Survey respondents felt the city needed to improve safety and winter maintenance of the active transportation network, with respondents indicating changes in their transportation decisions and risks to their physical wellbeing. The report notes that:
[t]he design of the infrastructure, the clearing standards, and the hazards and barriers created through neglect stopped people from going outside. It forced people to drive more. It injured people, sometimes seriously.
This report serves as a complement to the report released by the councillor’s office last February, Getting Around in Winter: Winter Operations and Snow Clearing. Together, the two reports demonstrate gaps in the city’s Winter Maintenance Quality Standards (WMQS).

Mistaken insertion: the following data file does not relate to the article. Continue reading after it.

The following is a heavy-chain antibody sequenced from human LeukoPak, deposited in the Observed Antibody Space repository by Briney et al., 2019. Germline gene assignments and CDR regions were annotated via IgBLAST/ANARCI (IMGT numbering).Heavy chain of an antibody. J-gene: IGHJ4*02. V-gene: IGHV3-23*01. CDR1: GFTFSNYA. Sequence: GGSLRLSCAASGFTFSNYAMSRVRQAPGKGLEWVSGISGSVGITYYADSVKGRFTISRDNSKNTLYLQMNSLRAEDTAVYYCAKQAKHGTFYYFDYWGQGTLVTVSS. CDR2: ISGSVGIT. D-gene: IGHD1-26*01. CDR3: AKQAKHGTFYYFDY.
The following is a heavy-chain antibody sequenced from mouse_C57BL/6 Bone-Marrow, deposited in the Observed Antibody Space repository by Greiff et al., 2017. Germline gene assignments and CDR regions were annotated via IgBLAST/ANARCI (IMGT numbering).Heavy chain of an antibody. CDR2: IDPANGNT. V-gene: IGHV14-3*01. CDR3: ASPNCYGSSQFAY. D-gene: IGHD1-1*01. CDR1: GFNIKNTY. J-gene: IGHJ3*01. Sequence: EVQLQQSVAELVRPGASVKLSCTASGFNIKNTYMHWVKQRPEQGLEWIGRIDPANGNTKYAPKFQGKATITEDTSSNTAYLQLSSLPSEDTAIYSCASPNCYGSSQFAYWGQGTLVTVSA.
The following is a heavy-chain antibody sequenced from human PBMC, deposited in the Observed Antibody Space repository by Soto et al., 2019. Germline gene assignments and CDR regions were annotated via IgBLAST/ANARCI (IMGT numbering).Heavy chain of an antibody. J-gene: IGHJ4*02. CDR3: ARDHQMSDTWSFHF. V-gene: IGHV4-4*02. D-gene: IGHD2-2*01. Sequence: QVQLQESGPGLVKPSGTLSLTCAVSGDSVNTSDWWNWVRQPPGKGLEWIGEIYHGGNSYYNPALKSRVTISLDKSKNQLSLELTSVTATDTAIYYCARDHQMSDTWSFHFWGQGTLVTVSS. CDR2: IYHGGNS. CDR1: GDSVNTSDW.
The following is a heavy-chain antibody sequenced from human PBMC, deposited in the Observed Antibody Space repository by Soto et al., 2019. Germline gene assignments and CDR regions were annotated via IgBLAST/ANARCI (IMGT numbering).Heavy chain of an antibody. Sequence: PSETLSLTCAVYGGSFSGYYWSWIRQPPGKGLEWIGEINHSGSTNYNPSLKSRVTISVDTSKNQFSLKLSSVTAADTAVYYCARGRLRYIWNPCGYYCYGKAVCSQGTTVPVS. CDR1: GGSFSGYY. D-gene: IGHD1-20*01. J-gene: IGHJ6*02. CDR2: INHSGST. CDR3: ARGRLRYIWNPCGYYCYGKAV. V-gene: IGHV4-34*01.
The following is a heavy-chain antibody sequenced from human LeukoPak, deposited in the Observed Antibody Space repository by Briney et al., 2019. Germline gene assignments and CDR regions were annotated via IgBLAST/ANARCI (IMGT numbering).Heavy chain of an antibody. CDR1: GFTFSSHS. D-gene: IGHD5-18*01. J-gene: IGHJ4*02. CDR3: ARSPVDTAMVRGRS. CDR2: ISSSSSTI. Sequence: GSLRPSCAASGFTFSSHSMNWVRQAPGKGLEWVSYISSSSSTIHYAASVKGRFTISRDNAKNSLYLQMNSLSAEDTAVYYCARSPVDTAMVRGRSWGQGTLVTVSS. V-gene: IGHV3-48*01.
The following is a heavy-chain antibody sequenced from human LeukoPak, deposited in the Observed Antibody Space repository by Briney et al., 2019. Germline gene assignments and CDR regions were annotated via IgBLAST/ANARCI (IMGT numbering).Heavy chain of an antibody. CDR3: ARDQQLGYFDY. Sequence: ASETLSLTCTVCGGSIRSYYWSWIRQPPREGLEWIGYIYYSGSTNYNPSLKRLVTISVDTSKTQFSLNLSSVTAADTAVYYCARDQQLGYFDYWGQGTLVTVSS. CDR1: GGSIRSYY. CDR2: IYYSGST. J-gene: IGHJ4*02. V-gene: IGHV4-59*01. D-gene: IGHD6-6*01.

“Many residents rely on our sidewalks, paths and bike lanes for essential travel. Ottawa is a great winter city, but we need to ensure residents have a safe and healthy way to get around in the cold months.”
Despite the current problems with snow standards, Menard says there is some hope on the horizon.
“Over the past couple of years, we’ve been working collaboratively with great winter maintenance staff to shift resources to better clear our sidewalks and paths, but there’s only so much staff can do. They’re constrained by the city’s maintenance standards, Luckily, those are being updated as we speak, and we need to get it right.
City consultations regarding winter maintenance standards are ongoing with a deadline of Friday February 19th for filling out a city survey. Residents can find out more and have their say at engage.ottawa.ca/wmqs.
To download or view the report online, click here [PDF].